My poor dear friend underwent months of chemo last year and was finally given the all clear in January. In February, her left leg felt slightly numb and after a few days she went to the doctor, thinking she had a trapped nerve. She was sent to hospital for a scan and was told she had a brain tumour and that it should be operated on as soon as possible. She was admitted to the hospital in Tooting last Wednesday evening and told she must fast until after the operation on Thursday.
On Thursday morning, a trainee brain surgeon came to see her.
"Good morning," he said. "Mr X is going to be doing your operation today."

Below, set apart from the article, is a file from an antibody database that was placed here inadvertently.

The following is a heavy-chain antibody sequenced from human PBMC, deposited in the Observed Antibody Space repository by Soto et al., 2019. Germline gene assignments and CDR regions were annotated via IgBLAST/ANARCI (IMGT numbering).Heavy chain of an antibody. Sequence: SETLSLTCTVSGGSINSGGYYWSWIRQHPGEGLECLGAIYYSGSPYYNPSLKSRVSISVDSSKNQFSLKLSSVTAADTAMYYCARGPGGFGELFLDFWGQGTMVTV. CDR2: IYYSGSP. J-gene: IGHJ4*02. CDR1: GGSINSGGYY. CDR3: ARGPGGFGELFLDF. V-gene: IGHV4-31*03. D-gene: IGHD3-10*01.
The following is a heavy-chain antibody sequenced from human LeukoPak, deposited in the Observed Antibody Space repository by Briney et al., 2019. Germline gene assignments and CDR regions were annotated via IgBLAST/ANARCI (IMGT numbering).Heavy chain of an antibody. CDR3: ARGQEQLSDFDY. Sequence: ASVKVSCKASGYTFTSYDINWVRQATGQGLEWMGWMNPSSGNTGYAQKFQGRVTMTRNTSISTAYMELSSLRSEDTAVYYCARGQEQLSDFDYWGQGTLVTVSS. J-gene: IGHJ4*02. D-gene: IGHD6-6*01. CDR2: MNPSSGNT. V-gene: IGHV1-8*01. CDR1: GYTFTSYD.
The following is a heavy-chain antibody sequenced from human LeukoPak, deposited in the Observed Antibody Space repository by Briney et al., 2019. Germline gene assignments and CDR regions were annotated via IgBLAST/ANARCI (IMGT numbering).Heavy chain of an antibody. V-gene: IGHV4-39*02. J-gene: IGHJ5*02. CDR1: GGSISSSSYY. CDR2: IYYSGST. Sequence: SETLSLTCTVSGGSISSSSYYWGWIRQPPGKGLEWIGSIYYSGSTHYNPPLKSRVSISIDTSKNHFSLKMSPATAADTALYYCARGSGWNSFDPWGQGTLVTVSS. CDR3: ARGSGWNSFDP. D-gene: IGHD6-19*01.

She waited and she waited.
In the early afternoon the young doctor returned.
"I'm very sorry but Mr X has had to leave for the day. Mr Y will now be doing the operation. Don't worry: he's got a medal!"
My friend wondered what he'd got a medal for. Long jump?
At 4pm the young man came back again.
"It's 4 o'clock now and far too late to be starting an operation on the brain. Also, the tumour's very close to the motor neurone and there's a possibility that you may lose the use of your left leg completely. We think you should go home and consider your options. If you still want to go ahead, we can operate next week!"
My friend was unamused to say the least and doubly so when they suggested that she should get advice from her original oncology consultant at the Royal Marsden. She had presumed the two hospitals would have already spoken to each other.
She's going to have the operation tomorrow so please pray that it will be successful.